• In many cases changing the tracheostomy tube is all that is needed to help your child start to breathe.
  • If your child is not breathing you will need to start breathing for your child. Call 911.


How do I provide rescue breathing?

After you change the tracheostomy tube, check for breathing: Place your ear close to your child’s tracheostomy tube, listen and watch chest for movement/rise for 10 seconds.

If your child is not breathing, give 2 breaths using the self-inflating bag attached directly to the tracheostomy tube.

If you do not have a self-inflating or “ambu bag,” cover the tracheostomy stoma and perform mouth to mouth.

Note: If you are not able to replace the tracheostomy tube you will need to cover the stoma, or opening where the tracheostomy tube was located, and provide breaths using the face mask attached to the self-inflating bag or mouth to mouth.

Helpful Hints: If you forget to cover the stoma, the breaths that you providing via the mouth will escape through the stoma and will not reach the lungs.

The mask should fit below the eyes and tightly cover the mouth and nose.

Tilt the head back and lift on the chin pulling it up to help seal the mask to the face. If someone else is with you, ask them to cover the stoma while you give 2 breaths with the self-inflating bag.

Gently squeeze the bag and give 2 breaths – just enough to make the chest rise. Allow the bag to re- inflate between breaths.

Check for breathing and a pulse for 10 seconds. If your child has a pulse, but not breathing effectively, continue providing 1 breath every 3 seconds with the ambu bag attached directly to the tracheostomy tube or the mask if you were not able to replace the tracheostomy tube. Call 911.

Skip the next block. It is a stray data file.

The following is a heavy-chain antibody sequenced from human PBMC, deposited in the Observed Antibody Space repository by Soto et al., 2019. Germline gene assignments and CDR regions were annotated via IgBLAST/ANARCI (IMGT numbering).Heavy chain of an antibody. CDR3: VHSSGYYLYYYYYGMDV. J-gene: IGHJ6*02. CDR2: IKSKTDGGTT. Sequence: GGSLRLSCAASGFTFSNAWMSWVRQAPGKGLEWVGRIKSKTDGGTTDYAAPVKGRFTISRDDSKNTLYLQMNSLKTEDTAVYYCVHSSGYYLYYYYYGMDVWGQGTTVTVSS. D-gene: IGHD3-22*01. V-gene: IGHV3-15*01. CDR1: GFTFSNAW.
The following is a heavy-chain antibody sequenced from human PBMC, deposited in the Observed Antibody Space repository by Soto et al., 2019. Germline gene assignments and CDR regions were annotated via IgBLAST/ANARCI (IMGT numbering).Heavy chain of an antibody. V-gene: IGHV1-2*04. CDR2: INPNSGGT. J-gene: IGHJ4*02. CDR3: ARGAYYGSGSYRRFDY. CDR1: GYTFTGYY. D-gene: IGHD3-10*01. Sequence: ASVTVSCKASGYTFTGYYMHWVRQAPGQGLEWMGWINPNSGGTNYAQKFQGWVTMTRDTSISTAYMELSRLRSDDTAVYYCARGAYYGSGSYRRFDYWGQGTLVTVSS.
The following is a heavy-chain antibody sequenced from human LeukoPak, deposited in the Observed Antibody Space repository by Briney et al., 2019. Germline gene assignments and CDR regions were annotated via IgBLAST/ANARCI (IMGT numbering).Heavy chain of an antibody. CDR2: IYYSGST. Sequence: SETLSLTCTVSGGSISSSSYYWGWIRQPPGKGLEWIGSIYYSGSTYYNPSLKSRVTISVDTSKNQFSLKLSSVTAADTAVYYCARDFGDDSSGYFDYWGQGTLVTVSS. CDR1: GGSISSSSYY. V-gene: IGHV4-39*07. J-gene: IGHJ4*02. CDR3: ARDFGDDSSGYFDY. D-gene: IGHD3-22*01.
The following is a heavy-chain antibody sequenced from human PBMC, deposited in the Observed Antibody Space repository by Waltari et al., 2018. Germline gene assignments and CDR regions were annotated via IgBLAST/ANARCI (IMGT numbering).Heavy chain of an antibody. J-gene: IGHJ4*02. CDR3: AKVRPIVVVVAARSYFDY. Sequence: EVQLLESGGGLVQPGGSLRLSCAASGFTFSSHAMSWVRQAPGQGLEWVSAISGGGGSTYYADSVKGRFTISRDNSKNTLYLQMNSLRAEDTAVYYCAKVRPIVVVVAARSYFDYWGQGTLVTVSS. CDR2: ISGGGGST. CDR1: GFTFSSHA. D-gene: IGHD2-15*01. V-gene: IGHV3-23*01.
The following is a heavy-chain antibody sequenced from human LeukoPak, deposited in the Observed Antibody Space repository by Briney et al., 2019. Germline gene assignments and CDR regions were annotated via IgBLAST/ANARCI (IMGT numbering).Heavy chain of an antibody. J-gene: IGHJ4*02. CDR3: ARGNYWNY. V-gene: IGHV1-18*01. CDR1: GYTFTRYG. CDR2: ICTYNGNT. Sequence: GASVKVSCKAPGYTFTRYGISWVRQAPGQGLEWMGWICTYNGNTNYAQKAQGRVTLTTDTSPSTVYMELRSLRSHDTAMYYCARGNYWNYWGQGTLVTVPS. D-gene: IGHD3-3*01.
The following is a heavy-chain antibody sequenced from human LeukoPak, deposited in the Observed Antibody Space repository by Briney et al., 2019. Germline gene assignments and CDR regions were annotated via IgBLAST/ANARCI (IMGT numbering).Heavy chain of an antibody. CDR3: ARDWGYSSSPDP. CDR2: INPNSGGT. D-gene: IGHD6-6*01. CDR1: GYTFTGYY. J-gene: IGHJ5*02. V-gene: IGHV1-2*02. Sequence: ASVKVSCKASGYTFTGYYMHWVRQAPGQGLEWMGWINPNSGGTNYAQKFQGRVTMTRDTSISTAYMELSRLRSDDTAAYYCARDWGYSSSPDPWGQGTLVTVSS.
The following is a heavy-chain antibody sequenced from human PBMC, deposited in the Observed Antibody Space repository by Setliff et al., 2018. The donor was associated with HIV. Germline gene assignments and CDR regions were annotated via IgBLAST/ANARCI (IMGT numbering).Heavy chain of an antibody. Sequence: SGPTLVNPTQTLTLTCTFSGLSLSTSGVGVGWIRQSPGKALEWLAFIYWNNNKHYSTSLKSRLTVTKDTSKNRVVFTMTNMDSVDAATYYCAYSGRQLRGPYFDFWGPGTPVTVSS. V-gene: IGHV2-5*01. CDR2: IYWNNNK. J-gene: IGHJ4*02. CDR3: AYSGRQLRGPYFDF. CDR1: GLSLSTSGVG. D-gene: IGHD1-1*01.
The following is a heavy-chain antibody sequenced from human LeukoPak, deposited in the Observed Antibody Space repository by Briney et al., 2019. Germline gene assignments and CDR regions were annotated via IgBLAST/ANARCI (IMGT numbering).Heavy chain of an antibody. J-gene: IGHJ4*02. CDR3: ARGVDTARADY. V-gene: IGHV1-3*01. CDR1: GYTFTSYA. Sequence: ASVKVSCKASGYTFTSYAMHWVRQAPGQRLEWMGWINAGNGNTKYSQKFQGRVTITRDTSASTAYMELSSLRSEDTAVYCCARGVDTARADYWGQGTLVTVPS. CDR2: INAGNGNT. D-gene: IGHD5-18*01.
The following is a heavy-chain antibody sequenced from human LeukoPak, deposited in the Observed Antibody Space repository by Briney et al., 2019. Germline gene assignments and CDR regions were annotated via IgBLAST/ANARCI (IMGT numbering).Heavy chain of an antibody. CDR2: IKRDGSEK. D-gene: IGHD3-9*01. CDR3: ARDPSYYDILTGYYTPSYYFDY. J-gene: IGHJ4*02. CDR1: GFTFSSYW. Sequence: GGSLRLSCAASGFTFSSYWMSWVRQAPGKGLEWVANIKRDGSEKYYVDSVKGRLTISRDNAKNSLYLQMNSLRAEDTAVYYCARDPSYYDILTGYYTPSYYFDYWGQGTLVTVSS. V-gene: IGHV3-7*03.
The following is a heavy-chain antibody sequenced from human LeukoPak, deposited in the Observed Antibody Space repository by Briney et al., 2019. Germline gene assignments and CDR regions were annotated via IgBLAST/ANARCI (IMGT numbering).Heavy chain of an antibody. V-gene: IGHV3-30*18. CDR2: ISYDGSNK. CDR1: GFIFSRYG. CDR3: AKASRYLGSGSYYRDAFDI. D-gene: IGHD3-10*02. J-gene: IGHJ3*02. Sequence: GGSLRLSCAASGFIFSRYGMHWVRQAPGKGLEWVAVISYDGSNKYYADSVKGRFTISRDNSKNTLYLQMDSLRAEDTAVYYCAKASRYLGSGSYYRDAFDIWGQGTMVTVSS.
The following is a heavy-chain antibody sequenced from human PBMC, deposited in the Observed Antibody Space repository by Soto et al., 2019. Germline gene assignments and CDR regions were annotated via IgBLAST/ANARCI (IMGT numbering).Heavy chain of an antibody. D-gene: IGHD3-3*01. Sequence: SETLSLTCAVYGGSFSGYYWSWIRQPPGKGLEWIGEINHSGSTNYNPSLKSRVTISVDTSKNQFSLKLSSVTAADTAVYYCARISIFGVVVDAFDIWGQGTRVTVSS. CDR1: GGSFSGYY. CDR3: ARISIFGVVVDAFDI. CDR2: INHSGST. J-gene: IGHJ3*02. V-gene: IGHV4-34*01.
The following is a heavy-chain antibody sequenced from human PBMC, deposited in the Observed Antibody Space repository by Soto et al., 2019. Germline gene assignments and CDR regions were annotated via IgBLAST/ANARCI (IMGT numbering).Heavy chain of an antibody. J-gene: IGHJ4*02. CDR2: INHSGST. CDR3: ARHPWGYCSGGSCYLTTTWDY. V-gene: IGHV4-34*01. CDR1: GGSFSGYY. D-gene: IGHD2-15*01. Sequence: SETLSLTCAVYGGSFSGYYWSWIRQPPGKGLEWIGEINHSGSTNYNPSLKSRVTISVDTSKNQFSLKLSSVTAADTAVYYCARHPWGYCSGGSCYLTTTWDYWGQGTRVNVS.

rescue breathing

one person rescue breathing
One person
one person rescue breathing
Two people

How do I find my child’s pulse?

Brachial PulseBrachial Pulse

  • Less than 1 year:
  • Check the brachial pulse

Carotid PulseCarotid Pulse

  • 1 year and older:
  • Check the carotid pulse

What do I do if my child does not have a pulse?

If your child does NOT have a pulse, start CPR.


CPR for Children Less Than 1 Year Old

If you are alone, the chest compression to ventilation (breaths) ratio is 30:2, give 2 minutes of CPR before calling 911.

If there are 2 rescuers, the chest compression to ventilation (breaths) ratio is 15:2 and 911 is called immediately by the 2nd person.

Give chest compressions at the rate of at least 100 per minute. Use two or three fingers in the center of the chest just below the nipples. Press down approximately one-third the depth of the chest (about 1 and a half inches).

Give 2 breaths using the self-inflating bag attached to the tracheostomy or mouth to mouth covering the tracheostomy. Each breath should take 1 second.

Note: If you were not able to replace the tracheostomy tube, cover the stoma, or hole where the tracheostomy tube was located, and provide breaths using the face mask attached to the self-inflating bag or mouth to mouth.

CPR for Children Less Than 1 Year Old


CPR for Children 1 to 8 Years Old